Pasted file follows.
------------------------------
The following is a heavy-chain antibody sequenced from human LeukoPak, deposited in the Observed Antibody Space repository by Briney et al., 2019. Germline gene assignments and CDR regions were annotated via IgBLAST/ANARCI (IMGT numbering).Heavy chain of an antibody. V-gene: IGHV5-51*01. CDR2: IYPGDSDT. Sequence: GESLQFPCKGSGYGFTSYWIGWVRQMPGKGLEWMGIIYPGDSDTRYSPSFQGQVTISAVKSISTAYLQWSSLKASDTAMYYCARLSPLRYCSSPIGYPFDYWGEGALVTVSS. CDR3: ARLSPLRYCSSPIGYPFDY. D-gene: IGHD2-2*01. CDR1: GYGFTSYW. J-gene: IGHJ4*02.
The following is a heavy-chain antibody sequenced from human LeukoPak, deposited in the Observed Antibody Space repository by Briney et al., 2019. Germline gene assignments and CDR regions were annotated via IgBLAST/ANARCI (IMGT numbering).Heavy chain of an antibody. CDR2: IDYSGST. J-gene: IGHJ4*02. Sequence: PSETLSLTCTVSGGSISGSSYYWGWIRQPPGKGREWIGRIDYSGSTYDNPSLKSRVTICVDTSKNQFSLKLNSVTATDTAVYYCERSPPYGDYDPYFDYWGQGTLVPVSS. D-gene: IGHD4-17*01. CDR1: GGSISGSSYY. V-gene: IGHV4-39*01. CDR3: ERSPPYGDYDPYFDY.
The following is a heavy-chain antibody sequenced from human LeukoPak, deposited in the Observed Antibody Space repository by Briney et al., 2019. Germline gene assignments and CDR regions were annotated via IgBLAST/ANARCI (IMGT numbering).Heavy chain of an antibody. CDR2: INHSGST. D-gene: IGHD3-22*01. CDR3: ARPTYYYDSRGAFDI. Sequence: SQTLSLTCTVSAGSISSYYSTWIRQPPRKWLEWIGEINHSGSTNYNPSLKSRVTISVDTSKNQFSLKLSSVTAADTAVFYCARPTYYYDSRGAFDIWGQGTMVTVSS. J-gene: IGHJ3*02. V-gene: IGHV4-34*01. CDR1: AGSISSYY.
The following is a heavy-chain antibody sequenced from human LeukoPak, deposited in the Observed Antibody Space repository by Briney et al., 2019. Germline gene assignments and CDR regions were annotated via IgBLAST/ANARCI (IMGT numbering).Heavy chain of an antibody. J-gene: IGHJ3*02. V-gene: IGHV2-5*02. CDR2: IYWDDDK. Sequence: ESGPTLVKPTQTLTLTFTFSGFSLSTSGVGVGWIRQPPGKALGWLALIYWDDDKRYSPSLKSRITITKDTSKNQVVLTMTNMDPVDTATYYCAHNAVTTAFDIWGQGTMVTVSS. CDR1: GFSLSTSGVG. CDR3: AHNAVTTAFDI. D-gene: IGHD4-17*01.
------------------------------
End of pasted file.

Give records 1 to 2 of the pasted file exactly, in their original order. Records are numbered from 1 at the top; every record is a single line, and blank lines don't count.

The following is a heavy-chain antibody sequenced from human LeukoPak, deposited in the Observed Antibody Space repository by Briney et al., 2019. Germline gene assignments and CDR regions were annotated via IgBLAST/ANARCI (IMGT numbering).Heavy chain of an antibody. V-gene: IGHV5-51*01. CDR2: IYPGDSDT. Sequence: GESLQFPCKGSGYGFTSYWIGWVRQMPGKGLEWMGIIYPGDSDTRYSPSFQGQVTISAVKSISTAYLQWSSLKASDTAMYYCARLSPLRYCSSPIGYPFDYWGEGALVTVSS. CDR3: ARLSPLRYCSSPIGYPFDY. D-gene: IGHD2-2*01. CDR1: GYGFTSYW. J-gene: IGHJ4*02.
The following is a heavy-chain antibody sequenced from human LeukoPak, deposited in the Observed Antibody Space repository by Briney et al., 2019. Germline gene assignments and CDR regions were annotated via IgBLAST/ANARCI (IMGT numbering).Heavy chain of an antibody. CDR2: IDYSGST. J-gene: IGHJ4*02. Sequence: PSETLSLTCTVSGGSISGSSYYWGWIRQPPGKGREWIGRIDYSGSTYDNPSLKSRVTICVDTSKNQFSLKLNSVTATDTAVYYCERSPPYGDYDPYFDYWGQGTLVPVSS. D-gene: IGHD4-17*01. CDR1: GGSISGSSYY. V-gene: IGHV4-39*01. CDR3: ERSPPYGDYDPYFDY.